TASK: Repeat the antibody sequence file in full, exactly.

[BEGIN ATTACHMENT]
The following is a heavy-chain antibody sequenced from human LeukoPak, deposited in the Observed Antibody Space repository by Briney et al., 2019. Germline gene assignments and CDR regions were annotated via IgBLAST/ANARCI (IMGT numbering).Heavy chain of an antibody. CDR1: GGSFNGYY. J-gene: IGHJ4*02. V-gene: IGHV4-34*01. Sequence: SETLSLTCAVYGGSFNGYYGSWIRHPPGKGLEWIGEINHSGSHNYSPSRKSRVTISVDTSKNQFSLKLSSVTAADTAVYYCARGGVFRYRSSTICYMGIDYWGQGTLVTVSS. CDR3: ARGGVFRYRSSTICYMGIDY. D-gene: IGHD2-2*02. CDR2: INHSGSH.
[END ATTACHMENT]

The following is a heavy-chain antibody sequenced from human LeukoPak, deposited in the Observed Antibody Space repository by Briney et al., 2019. Germline gene assignments and CDR regions were annotated via IgBLAST/ANARCI (IMGT numbering).Heavy chain of an antibody. CDR1: GGSFNGYY. J-gene: IGHJ4*02. V-gene: IGHV4-34*01. Sequence: SETLSLTCAVYGGSFNGYYGSWIRHPPGKGLEWIGEINHSGSHNYSPSRKSRVTISVDTSKNQFSLKLSSVTAADTAVYYCARGGVFRYRSSTICYMGIDYWGQGTLVTVSS. CDR3: ARGGVFRYRSSTICYMGIDY. D-gene: IGHD2-2*02. CDR2: INHSGSH.